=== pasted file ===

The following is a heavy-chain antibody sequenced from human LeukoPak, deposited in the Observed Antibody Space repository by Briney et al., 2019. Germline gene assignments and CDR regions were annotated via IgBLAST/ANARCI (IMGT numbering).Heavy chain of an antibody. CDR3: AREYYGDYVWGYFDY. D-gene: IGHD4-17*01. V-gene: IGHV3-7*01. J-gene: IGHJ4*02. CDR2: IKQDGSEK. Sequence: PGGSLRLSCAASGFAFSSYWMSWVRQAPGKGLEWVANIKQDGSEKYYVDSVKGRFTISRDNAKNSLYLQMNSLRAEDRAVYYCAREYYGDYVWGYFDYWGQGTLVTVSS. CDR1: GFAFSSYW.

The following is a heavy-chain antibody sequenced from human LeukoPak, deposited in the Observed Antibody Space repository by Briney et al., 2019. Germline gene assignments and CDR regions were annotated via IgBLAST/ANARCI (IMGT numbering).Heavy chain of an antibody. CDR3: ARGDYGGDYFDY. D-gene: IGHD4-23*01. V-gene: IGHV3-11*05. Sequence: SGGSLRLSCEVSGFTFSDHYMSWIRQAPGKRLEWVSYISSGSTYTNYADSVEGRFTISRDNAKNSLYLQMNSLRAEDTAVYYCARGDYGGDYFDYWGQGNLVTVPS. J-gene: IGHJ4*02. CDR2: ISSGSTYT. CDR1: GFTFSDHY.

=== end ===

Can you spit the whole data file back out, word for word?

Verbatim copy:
The following is a heavy-chain antibody sequenced from human LeukoPak, deposited in the Observed Antibody Space repository by Briney et al., 2019. Germline gene assignments and CDR regions were annotated via IgBLAST/ANARCI (IMGT numbering).Heavy chain of an antibody. CDR3: AREYYGDYVWGYFDY. D-gene: IGHD4-17*01. V-gene: IGHV3-7*01. J-gene: IGHJ4*02. CDR2: IKQDGSEK. Sequence: PGGSLRLSCAASGFAFSSYWMSWVRQAPGKGLEWVANIKQDGSEKYYVDSVKGRFTISRDNAKNSLYLQMNSLRAEDRAVYYCAREYYGDYVWGYFDYWGQGTLVTVSS. CDR1: GFAFSSYW.

The following is a heavy-chain antibody sequenced from human LeukoPak, deposited in the Observed Antibody Space repository by Briney et al., 2019. Germline gene assignments and CDR regions were annotated via IgBLAST/ANARCI (IMGT numbering).Heavy chain of an antibody. CDR3: ARGDYGGDYFDY. D-gene: IGHD4-23*01. V-gene: IGHV3-11*05. Sequence: SGGSLRLSCEVSGFTFSDHYMSWIRQAPGKRLEWVSYISSGSTYTNYADSVEGRFTISRDNAKNSLYLQMNSLRAEDTAVYYCARGDYGGDYFDYWGQGNLVTVPS. J-gene: IGHJ4*02. CDR2: ISSGSTYT. CDR1: GFTFSDHY.